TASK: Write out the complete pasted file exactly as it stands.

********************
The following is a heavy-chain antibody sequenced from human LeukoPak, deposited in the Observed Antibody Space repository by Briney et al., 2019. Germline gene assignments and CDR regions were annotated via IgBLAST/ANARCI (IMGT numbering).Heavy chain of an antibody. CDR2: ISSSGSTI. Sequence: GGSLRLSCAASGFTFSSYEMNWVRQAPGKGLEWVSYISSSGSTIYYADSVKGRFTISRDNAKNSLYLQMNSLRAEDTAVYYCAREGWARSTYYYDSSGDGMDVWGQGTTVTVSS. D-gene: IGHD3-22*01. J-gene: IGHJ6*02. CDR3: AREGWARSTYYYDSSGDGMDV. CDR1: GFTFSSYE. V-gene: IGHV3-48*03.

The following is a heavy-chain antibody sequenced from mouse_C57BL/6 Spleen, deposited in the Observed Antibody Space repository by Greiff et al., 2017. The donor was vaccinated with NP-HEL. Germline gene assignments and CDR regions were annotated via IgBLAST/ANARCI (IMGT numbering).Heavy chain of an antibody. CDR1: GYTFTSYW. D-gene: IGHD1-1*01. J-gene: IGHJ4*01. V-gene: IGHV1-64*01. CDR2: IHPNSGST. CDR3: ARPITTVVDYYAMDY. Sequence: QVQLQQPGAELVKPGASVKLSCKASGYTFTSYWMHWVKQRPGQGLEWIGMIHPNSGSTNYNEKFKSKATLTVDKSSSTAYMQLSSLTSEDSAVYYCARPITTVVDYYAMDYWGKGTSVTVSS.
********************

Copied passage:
The following is a heavy-chain antibody sequenced from human LeukoPak, deposited in the Observed Antibody Space repository by Briney et al., 2019. Germline gene assignments and CDR regions were annotated via IgBLAST/ANARCI (IMGT numbering).Heavy chain of an antibody. CDR2: ISSSGSTI. Sequence: GGSLRLSCAASGFTFSSYEMNWVRQAPGKGLEWVSYISSSGSTIYYADSVKGRFTISRDNAKNSLYLQMNSLRAEDTAVYYCAREGWARSTYYYDSSGDGMDVWGQGTTVTVSS. D-gene: IGHD3-22*01. J-gene: IGHJ6*02. CDR3: AREGWARSTYYYDSSGDGMDV. CDR1: GFTFSSYE. V-gene: IGHV3-48*03.

The following is a heavy-chain antibody sequenced from mouse_C57BL/6 Spleen, deposited in the Observed Antibody Space repository by Greiff et al., 2017. The donor was vaccinated with NP-HEL. Germline gene assignments and CDR regions were annotated via IgBLAST/ANARCI (IMGT numbering).Heavy chain of an antibody. CDR1: GYTFTSYW. D-gene: IGHD1-1*01. J-gene: IGHJ4*01. V-gene: IGHV1-64*01. CDR2: IHPNSGST. CDR3: ARPITTVVDYYAMDY. Sequence: QVQLQQPGAELVKPGASVKLSCKASGYTFTSYWMHWVKQRPGQGLEWIGMIHPNSGSTNYNEKFKSKATLTVDKSSSTAYMQLSSLTSEDSAVYYCARPITTVVDYYAMDYWGKGTSVTVSS.